Councillors 100% behind climate emergency call
IN AMERICA, it's the states taking a lead on battling climate change, while the Trump administration maintains everything's just fine and dandy.
Meanwhile, South East Queensland councils are more concerned about staging a bread-and-circuses Olympic event, while the feds offer lip service to the issue in a bid to project political unanimity.
Climate-sensitive Noosa Council has, however, recognised a need to amplify the climate threat by declaring a state of emergency on Monday - being the first Queensland council to do so.
"In making this declaration, Noosa Council joins other local governments in NSW, Victoria, SA and WA as well as the ACT government who have already declared a climate emergency," Noosa mayor Tony Wellington said.
"In fact, 740 jurisdictions around the globe have made the declaration, including the national governments of the UK, Canada, Portugal and Ireland plus cities like Paris and New York."
Across the globe, average land and sea temperatures continue to rise, with the last five years being the hottest on record, he said.
"The most recent IPCC Report noted that humankind has just 12 years to take action to keep warming to less than 1.5 degrees and avoid more serious global catastrophes," he said.
Cr Wellington said Noosa was very susceptible to storm surges and tidal inundation, also tropical storms, with about 2200 properties potentially at risk, but also said for any affected properties the impact would "probably [be] well beyond the generation currently inhabiting them".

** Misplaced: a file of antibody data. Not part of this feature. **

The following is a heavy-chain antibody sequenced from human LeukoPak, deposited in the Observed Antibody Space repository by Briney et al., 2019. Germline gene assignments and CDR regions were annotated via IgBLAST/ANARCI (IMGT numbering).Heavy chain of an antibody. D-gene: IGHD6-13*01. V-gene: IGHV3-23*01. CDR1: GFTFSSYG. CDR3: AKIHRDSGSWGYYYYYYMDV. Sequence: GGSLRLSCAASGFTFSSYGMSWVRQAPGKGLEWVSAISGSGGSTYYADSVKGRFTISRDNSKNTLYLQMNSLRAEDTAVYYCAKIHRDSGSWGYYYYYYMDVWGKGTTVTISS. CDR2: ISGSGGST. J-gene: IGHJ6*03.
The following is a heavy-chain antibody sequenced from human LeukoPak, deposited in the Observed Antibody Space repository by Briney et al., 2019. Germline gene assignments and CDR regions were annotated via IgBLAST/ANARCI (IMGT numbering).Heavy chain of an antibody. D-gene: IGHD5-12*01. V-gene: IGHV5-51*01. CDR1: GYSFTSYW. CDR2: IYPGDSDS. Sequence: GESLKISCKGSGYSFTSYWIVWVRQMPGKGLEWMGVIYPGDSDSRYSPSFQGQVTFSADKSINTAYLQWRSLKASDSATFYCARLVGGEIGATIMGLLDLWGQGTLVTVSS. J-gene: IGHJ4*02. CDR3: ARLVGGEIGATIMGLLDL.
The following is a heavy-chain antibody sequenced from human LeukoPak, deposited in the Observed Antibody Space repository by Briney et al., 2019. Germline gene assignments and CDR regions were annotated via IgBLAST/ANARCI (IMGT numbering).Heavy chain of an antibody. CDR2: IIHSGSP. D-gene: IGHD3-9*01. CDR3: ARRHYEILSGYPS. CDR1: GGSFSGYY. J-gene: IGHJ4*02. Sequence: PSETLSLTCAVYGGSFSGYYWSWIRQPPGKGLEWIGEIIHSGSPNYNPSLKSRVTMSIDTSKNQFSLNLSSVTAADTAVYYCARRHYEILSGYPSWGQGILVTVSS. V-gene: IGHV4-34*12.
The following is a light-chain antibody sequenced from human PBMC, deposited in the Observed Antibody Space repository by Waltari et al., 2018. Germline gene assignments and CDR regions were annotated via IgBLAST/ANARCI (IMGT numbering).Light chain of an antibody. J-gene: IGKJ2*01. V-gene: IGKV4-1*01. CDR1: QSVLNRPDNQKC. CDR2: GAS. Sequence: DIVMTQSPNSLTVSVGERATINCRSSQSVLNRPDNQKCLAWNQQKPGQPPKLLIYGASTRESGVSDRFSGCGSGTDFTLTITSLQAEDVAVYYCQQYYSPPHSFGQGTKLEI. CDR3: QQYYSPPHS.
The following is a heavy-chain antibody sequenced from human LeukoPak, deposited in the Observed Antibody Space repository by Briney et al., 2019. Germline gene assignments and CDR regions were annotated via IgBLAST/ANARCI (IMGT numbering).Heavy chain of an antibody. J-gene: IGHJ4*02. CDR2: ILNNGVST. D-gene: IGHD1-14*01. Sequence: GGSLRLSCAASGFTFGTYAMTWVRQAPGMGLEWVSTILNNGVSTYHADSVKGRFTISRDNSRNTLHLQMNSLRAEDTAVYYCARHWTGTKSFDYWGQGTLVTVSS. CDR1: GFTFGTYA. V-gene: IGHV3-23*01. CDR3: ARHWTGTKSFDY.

The declaration made a laborious journey through council's amendment process as Cr Ingrid Jackson sought to further amplify the declaration's urgency by ensuring letters were sent to the prime minister and opposition leader rather than just local state and federal MPs, and discussion on wordage bogged the process down.
Curiously, Cr Jackson's husband Keith took to social media last Friday to blast the council for mounting "a scare campaign on climate change" among other issues.
Zero Emissions Noosa has congratulated council's move but said the challenge is now for council to put meat on the bones of its words.
"Other councils, such as Moreland and Darebin in Victoria, have developed Climate Emergency Action Plans, outlining what the councils themselves will do in partnership with their communities," ZEN president Vivien Griffin said.
Queensland Break Free Climate Action Group's Phoebe Hayman and Greenpeace congratulated the council.
"By formally recognising the climate emergency, councils like Noosa are stepping up while the Federal Government sidesteps the issue entirely,." she said.
"All over the country, there is a groundswell of action coming up from a local level, which shows that change is coming, and it's coming from the ground up."
Greenpeace Australia Pacific said the council had "called the climate emergency for what it is, and in doing so has thrown down the gauntlet to state and federal governments who are still pandering to the fossil fuel industry".